THE STATE OF WORKFARE
SEPTEMBER 2, 1997
Wisconsin has replaced traditional welfare with a workfare program known as Wisconsin Works, or W-2. But will Wisconsin Works really end welfare as we know it? After this background report by Art Hackett, the NewsHour's new national correspondent Phil Ponce, leads a debate.
ART HACKETT: Under the old system, a parent who wanted to go on welfare would come to the Milwaukee County Department of Human Services. They would meet a caseworker who would sign them up for cash payments under the Aid to Families with Dependent Children program, food stamps, and health care benefits through Medicaid. While applicants were required to look for work, there were limited penalties for not working. AFDC was always there as a safety net. That's what Piper Thomas of Milwaukee was seeking last month.
A RealAudio version of this segment is available.
September 2, 1997:
Phil Ponce leads a discussion on Wisconsin's workfare program.
August 25, 1997:
A look at how welfare reform is affecting people in California's Imperial Valley.
October 1, 1996:
How states must now devise their own plans: Elizabeth Brackett in Wisconsin, Paul Solman in New York, and Jeffrey Kaye in California, report.
Read a special Online NewsHour backgrounder on the wide range of issues -- and tight deadlines -- states face when crafting new welfare programs.
July 31, 1996:
Three members of Congress discuss the politics between the new welfare reform bill passed this year.
May 21, 1996:
Two state legislators and two national Welfare experts debate the merits of the Wisconsin Works, or W-2, welfare reform program, often held up as a model for national welfare reform.
Browse the Online NewsHour's welfare coverage.
PIPER THOMAS, AFDC Applicant: I just got my kids returned home. They were living with my parents. And I've been off AFDC for about four years. I came to apply so I will be able to pay my bills, and maybe get some food stamps and some medical assistance for me and my children.
ART HACKETT: But the system Piper Thomas knew from the last time she was on welfare is gone. Under the new system, Wisconsin Works, or W-2, there are no cash benefits, unless the person works. Applicants will be referred to a job and offered whatever childcare, transportation, and health care supports are needed to make that job work. Applicants who lack necessary skills will be offered job-related training. Workers with no work history may be placed in public service jobs, with the state paying the full salary.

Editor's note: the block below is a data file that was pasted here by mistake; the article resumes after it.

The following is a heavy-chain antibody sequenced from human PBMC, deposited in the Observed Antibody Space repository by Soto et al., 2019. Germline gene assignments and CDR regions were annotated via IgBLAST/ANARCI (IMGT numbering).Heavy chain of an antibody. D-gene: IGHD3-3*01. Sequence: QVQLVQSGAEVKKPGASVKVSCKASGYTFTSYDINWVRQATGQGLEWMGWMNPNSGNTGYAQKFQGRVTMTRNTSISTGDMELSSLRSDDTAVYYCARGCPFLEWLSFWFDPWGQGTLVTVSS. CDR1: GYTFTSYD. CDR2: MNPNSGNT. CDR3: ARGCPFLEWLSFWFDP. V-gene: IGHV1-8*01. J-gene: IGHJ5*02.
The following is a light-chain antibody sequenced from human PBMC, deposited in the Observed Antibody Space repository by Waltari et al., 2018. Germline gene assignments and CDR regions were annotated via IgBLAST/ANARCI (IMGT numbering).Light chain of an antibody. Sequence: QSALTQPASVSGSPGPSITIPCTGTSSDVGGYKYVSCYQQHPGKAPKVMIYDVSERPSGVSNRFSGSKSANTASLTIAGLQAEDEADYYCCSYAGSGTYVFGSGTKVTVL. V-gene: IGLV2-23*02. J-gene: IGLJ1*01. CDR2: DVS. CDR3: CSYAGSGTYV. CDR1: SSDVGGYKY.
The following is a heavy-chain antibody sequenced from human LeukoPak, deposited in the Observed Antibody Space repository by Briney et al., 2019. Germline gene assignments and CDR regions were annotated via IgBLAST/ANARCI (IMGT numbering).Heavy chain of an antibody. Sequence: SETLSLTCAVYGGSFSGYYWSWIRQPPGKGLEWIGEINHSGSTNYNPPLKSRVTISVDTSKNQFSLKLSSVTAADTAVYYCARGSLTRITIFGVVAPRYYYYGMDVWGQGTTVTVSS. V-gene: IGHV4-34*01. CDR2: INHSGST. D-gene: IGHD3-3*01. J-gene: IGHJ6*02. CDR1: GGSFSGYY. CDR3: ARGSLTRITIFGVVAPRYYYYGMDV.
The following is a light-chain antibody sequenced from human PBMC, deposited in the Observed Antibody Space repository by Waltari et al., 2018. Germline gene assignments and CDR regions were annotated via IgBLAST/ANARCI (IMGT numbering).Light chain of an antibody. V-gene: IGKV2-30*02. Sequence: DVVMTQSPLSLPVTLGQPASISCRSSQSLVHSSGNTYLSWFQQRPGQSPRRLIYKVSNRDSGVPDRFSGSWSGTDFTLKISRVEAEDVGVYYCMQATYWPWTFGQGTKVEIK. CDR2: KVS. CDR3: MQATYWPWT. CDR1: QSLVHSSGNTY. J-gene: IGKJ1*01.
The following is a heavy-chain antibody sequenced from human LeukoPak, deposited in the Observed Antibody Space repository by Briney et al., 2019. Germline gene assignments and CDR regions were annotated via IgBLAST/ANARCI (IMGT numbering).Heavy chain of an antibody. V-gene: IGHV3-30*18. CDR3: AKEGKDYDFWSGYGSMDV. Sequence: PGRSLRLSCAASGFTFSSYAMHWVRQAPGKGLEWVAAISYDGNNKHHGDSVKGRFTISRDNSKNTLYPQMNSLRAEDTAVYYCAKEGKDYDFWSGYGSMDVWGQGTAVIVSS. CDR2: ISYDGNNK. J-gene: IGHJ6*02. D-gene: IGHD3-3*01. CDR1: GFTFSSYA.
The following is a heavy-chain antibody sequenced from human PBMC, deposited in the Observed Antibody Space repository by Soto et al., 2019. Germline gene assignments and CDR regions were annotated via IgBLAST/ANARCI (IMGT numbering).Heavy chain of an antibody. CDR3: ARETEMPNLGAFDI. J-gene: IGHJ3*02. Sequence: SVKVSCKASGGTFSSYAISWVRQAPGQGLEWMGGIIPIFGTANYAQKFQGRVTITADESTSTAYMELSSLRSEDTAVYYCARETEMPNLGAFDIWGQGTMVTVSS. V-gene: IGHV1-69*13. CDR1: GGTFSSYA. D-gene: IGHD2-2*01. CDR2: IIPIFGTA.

Overhauling the old welfare system.
Under the new federal welfare law, participation in the program is limited to two years at a stretch, with a five-year lifetime limit. The only safety net is the state's ability to waive the work requirements in extreme cases. W-2 was patterned after an experiment known as Work Not Welfare, which was tried in two Wisconsin counties for two years. Work Not Welfare was tested where it was thought to have a good chance of success. Both counties had booming economies and plenty of jobs. The state wanted to find out if it could match welfare recipients to those jobs. Work Not Welfare was credited with reducing caseloads in Fond Du Lac County 55 percent, from 627 to 280.
Under W-2, the statewide program will have to deal with Milwaukee County's 24,000 welfare cases. That will be a far greater challenge. Five different agencies will be trying to find jobs for welfare recipients in Milwaukee County and make sure the recipients are able to fill them. Under W-2, Milwaukee County, which used to run the whole program, is responsible only for food stamps, Medicaid, and child care benefits. County workers will be working out of the same offices where the job programs are based. In one service area, the county workers will be working side by side with employees of a for-profit, publicly traded company, Maximus of McLean, VA. Maximus has already been trying to arrange jobs for the 3,500 AFDC cases it will be responsible for. Last month, Maximus held a job fair that gave a glimpse of what's to come.